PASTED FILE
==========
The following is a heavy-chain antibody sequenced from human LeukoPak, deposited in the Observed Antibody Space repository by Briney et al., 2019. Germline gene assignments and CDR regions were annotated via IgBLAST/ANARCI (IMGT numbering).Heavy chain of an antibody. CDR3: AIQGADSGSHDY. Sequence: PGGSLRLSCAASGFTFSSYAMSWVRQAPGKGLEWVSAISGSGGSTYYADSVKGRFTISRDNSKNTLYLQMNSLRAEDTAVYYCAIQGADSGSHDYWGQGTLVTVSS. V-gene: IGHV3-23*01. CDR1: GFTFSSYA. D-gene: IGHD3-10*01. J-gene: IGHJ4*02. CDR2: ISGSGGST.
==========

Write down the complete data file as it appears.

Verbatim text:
The following is a heavy-chain antibody sequenced from human LeukoPak, deposited in the Observed Antibody Space repository by Briney et al., 2019. Germline gene assignments and CDR regions were annotated via IgBLAST/ANARCI (IMGT numbering).Heavy chain of an antibody. CDR3: AIQGADSGSHDY. Sequence: PGGSLRLSCAASGFTFSSYAMSWVRQAPGKGLEWVSAISGSGGSTYYADSVKGRFTISRDNSKNTLYLQMNSLRAEDTAVYYCAIQGADSGSHDYWGQGTLVTVSS. V-gene: IGHV3-23*01. CDR1: GFTFSSYA. D-gene: IGHD3-10*01. J-gene: IGHJ4*02. CDR2: ISGSGGST.